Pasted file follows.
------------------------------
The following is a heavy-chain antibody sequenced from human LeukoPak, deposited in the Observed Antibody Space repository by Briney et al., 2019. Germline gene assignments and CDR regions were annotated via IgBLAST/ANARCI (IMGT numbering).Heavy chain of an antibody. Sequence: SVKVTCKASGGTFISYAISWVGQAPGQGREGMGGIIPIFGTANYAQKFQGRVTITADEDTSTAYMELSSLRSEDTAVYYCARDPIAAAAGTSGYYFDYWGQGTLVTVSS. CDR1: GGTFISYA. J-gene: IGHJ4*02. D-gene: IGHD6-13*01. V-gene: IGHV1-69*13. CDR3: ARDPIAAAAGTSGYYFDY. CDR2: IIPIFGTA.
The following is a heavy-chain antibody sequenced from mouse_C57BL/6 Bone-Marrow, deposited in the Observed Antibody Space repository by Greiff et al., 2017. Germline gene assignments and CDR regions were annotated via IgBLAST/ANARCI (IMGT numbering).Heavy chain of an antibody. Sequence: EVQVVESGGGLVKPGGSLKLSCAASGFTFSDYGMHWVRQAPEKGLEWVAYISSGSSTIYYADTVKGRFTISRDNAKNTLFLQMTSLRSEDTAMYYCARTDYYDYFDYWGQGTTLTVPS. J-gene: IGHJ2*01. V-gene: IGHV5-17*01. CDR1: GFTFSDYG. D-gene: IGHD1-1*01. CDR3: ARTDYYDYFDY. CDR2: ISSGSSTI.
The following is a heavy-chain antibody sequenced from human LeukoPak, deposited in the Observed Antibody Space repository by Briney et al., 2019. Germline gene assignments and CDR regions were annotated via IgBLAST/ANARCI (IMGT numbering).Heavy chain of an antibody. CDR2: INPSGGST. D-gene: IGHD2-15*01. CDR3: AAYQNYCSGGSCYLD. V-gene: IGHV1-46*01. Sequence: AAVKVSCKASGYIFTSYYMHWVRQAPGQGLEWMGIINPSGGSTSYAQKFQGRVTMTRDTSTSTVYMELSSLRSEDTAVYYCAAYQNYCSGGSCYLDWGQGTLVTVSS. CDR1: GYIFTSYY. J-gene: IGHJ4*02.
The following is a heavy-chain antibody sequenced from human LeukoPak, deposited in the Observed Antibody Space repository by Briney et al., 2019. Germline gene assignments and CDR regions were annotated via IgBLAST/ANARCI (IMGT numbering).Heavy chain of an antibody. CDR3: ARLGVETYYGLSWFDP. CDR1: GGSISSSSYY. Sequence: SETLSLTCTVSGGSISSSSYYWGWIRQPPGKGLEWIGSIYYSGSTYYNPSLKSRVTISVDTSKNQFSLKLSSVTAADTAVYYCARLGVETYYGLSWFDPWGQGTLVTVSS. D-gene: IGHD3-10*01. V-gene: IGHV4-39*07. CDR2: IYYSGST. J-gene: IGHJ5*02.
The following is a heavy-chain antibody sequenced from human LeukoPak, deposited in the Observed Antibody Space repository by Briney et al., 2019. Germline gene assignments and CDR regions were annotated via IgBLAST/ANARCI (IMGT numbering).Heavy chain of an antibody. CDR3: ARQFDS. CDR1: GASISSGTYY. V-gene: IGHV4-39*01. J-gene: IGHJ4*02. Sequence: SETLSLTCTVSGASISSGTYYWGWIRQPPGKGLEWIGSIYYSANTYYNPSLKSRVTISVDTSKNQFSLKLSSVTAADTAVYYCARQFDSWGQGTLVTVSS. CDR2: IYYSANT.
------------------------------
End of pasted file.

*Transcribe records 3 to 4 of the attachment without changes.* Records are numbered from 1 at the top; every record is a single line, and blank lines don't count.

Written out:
The following is a heavy-chain antibody sequenced from human LeukoPak, deposited in the Observed Antibody Space repository by Briney et al., 2019. Germline gene assignments and CDR regions were annotated via IgBLAST/ANARCI (IMGT numbering).Heavy chain of an antibody. CDR2: INPSGGST. D-gene: IGHD2-15*01. CDR3: AAYQNYCSGGSCYLD. V-gene: IGHV1-46*01. Sequence: AAVKVSCKASGYIFTSYYMHWVRQAPGQGLEWMGIINPSGGSTSYAQKFQGRVTMTRDTSTSTVYMELSSLRSEDTAVYYCAAYQNYCSGGSCYLDWGQGTLVTVSS. CDR1: GYIFTSYY. J-gene: IGHJ4*02.
The following is a heavy-chain antibody sequenced from human LeukoPak, deposited in the Observed Antibody Space repository by Briney et al., 2019. Germline gene assignments and CDR regions were annotated via IgBLAST/ANARCI (IMGT numbering).Heavy chain of an antibody. CDR3: ARLGVETYYGLSWFDP. CDR1: GGSISSSSYY. Sequence: SETLSLTCTVSGGSISSSSYYWGWIRQPPGKGLEWIGSIYYSGSTYYNPSLKSRVTISVDTSKNQFSLKLSSVTAADTAVYYCARLGVETYYGLSWFDPWGQGTLVTVSS. D-gene: IGHD3-10*01. V-gene: IGHV4-39*07. CDR2: IYYSGST. J-gene: IGHJ5*02.